Homo- Greek prefix meaning “same”
-phobia from the Greek ?????, meaning “morbid fear or dread”
(A phobia is defined as) a persistent fear of an object or situation in which the sufferer commits to great lengths in avoiding, typically disproportional to the actual danger posed, often being recognized as irrational. In the event the phobia cannot be avoided entirely, the sufferer will endure the situation or object with marked distress and significant interference in social or occupational activities. Edmund J. Bourne—The Anxiety & Phobia Workbook
So taken literally, to be homophobic should mean to be irrationally and constantly in fear of being the same, to the point of avoiding conformity even when there is no direct threat to your individualism, and if that conformity proves unavoidable, submitting to it would reduce you to a quivering lump of Jell-O.
The word “homophobic” was invented by psychologist and gay activist George Weinberg in the 1960’s, first appearing in print in 1972, when homosexuality was still considered a mental illness by the American Psychiatric Association.
An actual phobia, on the other hand, IS a mental illness—a form of anxiety disorder that frequently requires psychiatric intervention to overcome.
Now if a person were to freak out being in a room full of homosexuals, perhaps due to a fear that gayness is contagious, and was unable to function for the rest of the day as a result of that trauma, then yes, THAT would be a phobia, specifically, a form of xenophobia.
I don’t know any Truthseekers who behave that way.
Therefore, I call B.S.
CHRISTIAN DN= HOMOPHOBIC
Since a Truthseeker’s habit is to constantly push the boundaries of his or her comfort zone, fear has no opportunity to enter the equation.
For God has not given us a spirit of fearfulness, but one of power, love, and sound judgment. (2 Timothy 1:7 HCSB)
Because fearfulness and sound judgment cannot occupy the same mind at the same time, a Truthseeker could not conceivably hope to correct the behavior of a homosexual from a position of fear. This makes the suggestion of a Truthseeker being homophobic, even if that were an actual word, a logical impossibility.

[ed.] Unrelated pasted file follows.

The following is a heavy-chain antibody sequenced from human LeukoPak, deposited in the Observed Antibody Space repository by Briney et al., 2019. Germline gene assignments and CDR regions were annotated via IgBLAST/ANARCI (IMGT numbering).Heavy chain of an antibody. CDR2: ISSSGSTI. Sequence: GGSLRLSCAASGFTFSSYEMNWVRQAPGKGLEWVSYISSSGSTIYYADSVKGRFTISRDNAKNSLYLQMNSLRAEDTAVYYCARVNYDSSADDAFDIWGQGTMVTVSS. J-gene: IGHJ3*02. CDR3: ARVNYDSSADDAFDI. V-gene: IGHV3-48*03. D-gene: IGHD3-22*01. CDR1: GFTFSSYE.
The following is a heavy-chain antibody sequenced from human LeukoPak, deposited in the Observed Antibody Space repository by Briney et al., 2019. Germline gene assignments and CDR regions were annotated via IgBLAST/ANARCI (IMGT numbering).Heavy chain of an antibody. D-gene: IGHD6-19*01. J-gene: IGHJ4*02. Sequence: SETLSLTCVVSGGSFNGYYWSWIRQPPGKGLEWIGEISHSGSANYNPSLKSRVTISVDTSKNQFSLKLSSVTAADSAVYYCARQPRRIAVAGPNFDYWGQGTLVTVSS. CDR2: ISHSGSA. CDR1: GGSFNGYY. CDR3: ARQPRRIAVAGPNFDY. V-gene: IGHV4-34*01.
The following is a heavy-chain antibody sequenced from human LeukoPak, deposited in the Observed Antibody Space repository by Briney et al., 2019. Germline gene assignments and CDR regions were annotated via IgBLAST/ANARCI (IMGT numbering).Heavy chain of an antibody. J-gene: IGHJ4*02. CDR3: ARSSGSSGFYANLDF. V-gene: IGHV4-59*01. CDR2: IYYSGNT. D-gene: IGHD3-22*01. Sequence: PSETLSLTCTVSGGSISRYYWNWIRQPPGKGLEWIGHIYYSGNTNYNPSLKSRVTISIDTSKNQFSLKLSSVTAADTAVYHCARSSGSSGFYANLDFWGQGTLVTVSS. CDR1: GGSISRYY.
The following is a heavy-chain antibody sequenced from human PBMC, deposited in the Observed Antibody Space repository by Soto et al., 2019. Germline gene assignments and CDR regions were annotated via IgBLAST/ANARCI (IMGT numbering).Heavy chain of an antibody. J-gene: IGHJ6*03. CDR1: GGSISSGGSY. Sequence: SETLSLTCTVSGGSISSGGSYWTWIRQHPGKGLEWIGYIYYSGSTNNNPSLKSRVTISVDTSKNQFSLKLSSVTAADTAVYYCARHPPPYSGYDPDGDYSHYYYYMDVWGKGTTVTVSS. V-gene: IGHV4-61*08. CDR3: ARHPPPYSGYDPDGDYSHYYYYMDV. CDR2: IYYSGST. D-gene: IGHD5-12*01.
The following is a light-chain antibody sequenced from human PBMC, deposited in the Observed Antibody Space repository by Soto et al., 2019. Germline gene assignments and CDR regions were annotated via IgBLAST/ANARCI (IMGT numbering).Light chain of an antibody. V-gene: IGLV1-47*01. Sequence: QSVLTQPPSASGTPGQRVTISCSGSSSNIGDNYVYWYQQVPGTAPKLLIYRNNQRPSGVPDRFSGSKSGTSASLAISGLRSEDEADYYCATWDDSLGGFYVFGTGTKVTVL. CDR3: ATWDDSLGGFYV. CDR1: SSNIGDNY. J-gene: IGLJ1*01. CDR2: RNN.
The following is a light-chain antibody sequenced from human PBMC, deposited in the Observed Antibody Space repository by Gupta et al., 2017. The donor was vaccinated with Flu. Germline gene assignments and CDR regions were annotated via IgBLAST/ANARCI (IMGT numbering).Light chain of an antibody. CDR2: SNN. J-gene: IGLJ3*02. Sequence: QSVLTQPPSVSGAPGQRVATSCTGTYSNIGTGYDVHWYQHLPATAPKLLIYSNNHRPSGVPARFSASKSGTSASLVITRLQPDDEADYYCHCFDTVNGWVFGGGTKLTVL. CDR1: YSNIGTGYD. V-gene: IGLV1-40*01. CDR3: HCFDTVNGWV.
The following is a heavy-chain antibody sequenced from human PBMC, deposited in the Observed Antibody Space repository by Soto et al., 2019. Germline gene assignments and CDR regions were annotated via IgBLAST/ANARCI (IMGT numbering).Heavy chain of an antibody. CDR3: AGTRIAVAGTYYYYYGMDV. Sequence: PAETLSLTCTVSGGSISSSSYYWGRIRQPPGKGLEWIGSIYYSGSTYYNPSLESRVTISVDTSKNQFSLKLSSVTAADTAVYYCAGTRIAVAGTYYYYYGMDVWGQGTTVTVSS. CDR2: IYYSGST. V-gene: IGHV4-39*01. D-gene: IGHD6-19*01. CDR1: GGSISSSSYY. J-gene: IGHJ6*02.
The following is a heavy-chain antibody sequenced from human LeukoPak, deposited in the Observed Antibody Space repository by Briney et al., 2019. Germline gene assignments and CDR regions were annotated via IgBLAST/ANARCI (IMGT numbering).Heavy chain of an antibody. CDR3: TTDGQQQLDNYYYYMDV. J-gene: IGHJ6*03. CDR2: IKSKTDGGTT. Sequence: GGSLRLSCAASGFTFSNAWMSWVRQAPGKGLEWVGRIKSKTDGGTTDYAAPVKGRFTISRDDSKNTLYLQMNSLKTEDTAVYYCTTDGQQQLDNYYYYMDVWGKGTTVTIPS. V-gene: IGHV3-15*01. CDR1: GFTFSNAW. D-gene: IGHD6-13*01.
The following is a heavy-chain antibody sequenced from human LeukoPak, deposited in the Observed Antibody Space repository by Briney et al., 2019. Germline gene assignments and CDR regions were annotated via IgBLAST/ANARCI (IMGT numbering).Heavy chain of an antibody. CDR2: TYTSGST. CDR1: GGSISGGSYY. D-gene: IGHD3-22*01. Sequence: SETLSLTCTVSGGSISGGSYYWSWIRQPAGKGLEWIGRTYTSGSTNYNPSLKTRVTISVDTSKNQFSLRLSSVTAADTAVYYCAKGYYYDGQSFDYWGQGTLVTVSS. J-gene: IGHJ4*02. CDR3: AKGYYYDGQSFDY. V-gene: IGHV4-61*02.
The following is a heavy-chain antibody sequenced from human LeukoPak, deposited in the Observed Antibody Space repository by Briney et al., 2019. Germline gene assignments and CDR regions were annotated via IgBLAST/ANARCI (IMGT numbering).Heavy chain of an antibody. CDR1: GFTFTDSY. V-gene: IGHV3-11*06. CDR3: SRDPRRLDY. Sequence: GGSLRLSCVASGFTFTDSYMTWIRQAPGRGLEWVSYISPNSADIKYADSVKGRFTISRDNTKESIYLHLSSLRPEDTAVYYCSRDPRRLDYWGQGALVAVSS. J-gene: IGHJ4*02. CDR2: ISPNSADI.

The irony here is that the correction that is inspired by God’s love, which drives out fear, is the very thing that the “=” community regards as being homophobic.
Because of this, some may ask, “What gives you the right to go around ‘correcting’ people anyway?” Actually, it isn’t a right so much as it is an obligation:
“Do not hate your brother in your heart. Correct your neighbor boldly when he does something wrong. Then you will not share his guilt.
“Do not try to get even. Do not hold anything against one of your people. Instead, love your neighbor as you love yourself. I am the Lord.
(Leviticus 19: 17-18 NIrV)
Notice that “Do not hate” is followed immediately with “Correct your neighbor boldly.” Hatred and correction, then, are clearly opposites.
Therefore, it follows that the absence of correction where it is needed would indicate the presence of hatred. It does not matter whether one actually FEELS hateful or not; it is the actions, or lack thereof, that make the difference.
For this reason, correcting the behavior a homosexual, or that of any other sinner, is an act of love based upon sound judgment, not of hate stemming from bigotry and judgmental criticism.
Nevertheless, there is still one more hurdle to overcome. It is the nature of all humans, not just homosexuals, to reject correction.
Our pride makes us become defensive when our belief systems are challenged. Frequently the first method of defense that we use is to deflect the correction back at the corrector, in essence sweeping our own faults under the rug while attempting to drag our neighbor’s faults out from under the same rug.
When Truthseekers are on the receiving end of this defense mechanism, they usually find it accompanied with another H-word.
(Which we will explore when this series is FINALLY concluded with Part 16–Hypocrisy)